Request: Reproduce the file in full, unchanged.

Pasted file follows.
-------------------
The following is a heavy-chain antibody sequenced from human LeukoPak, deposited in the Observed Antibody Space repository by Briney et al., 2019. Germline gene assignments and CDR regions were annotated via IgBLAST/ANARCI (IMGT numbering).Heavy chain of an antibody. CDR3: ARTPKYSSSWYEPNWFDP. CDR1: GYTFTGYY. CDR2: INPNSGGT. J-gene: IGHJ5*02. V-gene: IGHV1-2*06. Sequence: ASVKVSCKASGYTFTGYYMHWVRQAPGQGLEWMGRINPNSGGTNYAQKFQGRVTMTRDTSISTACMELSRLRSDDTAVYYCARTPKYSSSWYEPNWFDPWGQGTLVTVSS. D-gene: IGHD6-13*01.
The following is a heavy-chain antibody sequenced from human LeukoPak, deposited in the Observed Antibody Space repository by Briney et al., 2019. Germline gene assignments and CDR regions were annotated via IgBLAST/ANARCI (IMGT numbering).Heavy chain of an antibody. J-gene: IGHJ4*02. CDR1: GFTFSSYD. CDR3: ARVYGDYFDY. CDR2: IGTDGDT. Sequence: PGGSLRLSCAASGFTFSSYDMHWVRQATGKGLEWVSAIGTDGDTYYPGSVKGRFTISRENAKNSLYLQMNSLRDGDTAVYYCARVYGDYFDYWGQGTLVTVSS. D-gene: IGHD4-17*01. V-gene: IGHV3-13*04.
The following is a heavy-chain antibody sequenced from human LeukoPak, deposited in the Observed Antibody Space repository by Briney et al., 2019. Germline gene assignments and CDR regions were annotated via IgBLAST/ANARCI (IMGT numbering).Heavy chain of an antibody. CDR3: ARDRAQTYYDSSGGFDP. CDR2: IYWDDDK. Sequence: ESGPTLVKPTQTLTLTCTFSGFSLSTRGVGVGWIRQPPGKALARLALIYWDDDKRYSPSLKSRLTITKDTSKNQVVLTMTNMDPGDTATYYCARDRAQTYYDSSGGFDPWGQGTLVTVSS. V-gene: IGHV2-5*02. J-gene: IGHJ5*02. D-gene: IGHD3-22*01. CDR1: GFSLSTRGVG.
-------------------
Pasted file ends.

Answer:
The following is a heavy-chain antibody sequenced from human LeukoPak, deposited in the Observed Antibody Space repository by Briney et al., 2019. Germline gene assignments and CDR regions were annotated via IgBLAST/ANARCI (IMGT numbering).Heavy chain of an antibody. CDR3: ARTPKYSSSWYEPNWFDP. CDR1: GYTFTGYY. CDR2: INPNSGGT. J-gene: IGHJ5*02. V-gene: IGHV1-2*06. Sequence: ASVKVSCKASGYTFTGYYMHWVRQAPGQGLEWMGRINPNSGGTNYAQKFQGRVTMTRDTSISTACMELSRLRSDDTAVYYCARTPKYSSSWYEPNWFDPWGQGTLVTVSS. D-gene: IGHD6-13*01.
The following is a heavy-chain antibody sequenced from human LeukoPak, deposited in the Observed Antibody Space repository by Briney et al., 2019. Germline gene assignments and CDR regions were annotated via IgBLAST/ANARCI (IMGT numbering).Heavy chain of an antibody. J-gene: IGHJ4*02. CDR1: GFTFSSYD. CDR3: ARVYGDYFDY. CDR2: IGTDGDT. Sequence: PGGSLRLSCAASGFTFSSYDMHWVRQATGKGLEWVSAIGTDGDTYYPGSVKGRFTISRENAKNSLYLQMNSLRDGDTAVYYCARVYGDYFDYWGQGTLVTVSS. D-gene: IGHD4-17*01. V-gene: IGHV3-13*04.
The following is a heavy-chain antibody sequenced from human LeukoPak, deposited in the Observed Antibody Space repository by Briney et al., 2019. Germline gene assignments and CDR regions were annotated via IgBLAST/ANARCI (IMGT numbering).Heavy chain of an antibody. CDR3: ARDRAQTYYDSSGGFDP. CDR2: IYWDDDK. Sequence: ESGPTLVKPTQTLTLTCTFSGFSLSTRGVGVGWIRQPPGKALARLALIYWDDDKRYSPSLKSRLTITKDTSKNQVVLTMTNMDPGDTATYYCARDRAQTYYDSSGGFDPWGQGTLVTVSS. V-gene: IGHV2-5*02. J-gene: IGHJ5*02. D-gene: IGHD3-22*01. CDR1: GFSLSTRGVG.